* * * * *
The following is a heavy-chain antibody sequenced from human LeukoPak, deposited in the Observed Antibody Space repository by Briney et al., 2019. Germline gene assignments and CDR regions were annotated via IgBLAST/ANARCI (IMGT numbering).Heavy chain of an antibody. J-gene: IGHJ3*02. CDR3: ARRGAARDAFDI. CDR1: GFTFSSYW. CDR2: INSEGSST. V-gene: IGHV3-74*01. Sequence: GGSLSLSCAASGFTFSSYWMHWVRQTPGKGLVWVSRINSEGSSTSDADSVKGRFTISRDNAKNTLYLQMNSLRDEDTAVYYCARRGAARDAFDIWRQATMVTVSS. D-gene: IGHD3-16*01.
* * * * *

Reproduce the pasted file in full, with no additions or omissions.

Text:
The following is a heavy-chain antibody sequenced from human LeukoPak, deposited in the Observed Antibody Space repository by Briney et al., 2019. Germline gene assignments and CDR regions were annotated via IgBLAST/ANARCI (IMGT numbering).Heavy chain of an antibody. J-gene: IGHJ3*02. CDR3: ARRGAARDAFDI. CDR1: GFTFSSYW. CDR2: INSEGSST. V-gene: IGHV3-74*01. Sequence: GGSLSLSCAASGFTFSSYWMHWVRQTPGKGLVWVSRINSEGSSTSDADSVKGRFTISRDNAKNTLYLQMNSLRDEDTAVYYCARRGAARDAFDIWRQATMVTVSS. D-gene: IGHD3-16*01.